News Panel: Legislative Roundup, NSA Secrecy Challenged, and Elderly Abuse
Lawmakers in Sacramento spent the week scrambling to get through about 400 bills before the end of the legislative session on Friday. Among the most notable is the governor's $315 million plan to ease prison crowding due to a federal court order. Also on the table were bills increasing the minimum wage, expanding immigrant rights, reducing penalties for drug possession and tighter restrictions on guns. The closely watched bill to regulate fracking was criticized by environmental groups, who say it doesn't go far enough.
Amidst continuing concerns about their role in NSA surveillance programs, internet giants including Google and Microsoft are challenging the secrecy that surrounds the surveillance orders they receive. Yahoo and Facebook have joined Google and Microsoft in filing lawsuits at the Foreign Intelligence Surveillance Court, seeking permission to disclose more information about their participation in the NSA's data gathering efforts.
An investigation of the California Department of Public Health reveals that the agency is failing to pursue cases of alleged abuse against some of the state's most vulnerable people, including elderly patients receiving in-home care or living in nursing homes. Instead, the agency is quietly and quickly closing cases after only minimal investigation.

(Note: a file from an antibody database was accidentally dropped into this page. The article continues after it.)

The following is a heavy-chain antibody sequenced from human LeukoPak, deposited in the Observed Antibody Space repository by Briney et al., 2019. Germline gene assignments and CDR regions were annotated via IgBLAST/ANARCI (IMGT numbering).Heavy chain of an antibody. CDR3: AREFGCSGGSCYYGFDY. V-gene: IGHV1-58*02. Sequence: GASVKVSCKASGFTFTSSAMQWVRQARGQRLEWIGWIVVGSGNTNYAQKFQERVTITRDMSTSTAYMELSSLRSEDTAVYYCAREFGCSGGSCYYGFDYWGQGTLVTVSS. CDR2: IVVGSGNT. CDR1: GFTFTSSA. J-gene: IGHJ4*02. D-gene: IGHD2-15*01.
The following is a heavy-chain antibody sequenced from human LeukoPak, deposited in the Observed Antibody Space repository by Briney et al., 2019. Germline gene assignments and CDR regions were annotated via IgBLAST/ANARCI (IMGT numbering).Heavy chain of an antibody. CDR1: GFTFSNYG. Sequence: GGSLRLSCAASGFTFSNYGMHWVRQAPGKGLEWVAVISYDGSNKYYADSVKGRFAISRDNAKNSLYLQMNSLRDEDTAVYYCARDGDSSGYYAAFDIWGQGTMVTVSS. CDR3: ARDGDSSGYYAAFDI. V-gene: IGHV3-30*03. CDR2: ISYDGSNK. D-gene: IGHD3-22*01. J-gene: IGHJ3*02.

- Scott Detrow, KQED News
- Michelle Quinn, Politico
- Mina Kim, KQED News
Also on KQED.org this week ...
KQED Coverage of Housing in the Bay Area
KQED reports on the housing crisis in the Bay Area.
Watch, Vote, and Share Your Favorite Film School Short at the 2016 PBS Online Film Festival
Watch independent films from across the country on your browser, mobile device, and on Xbox, Roku, and Apple TV.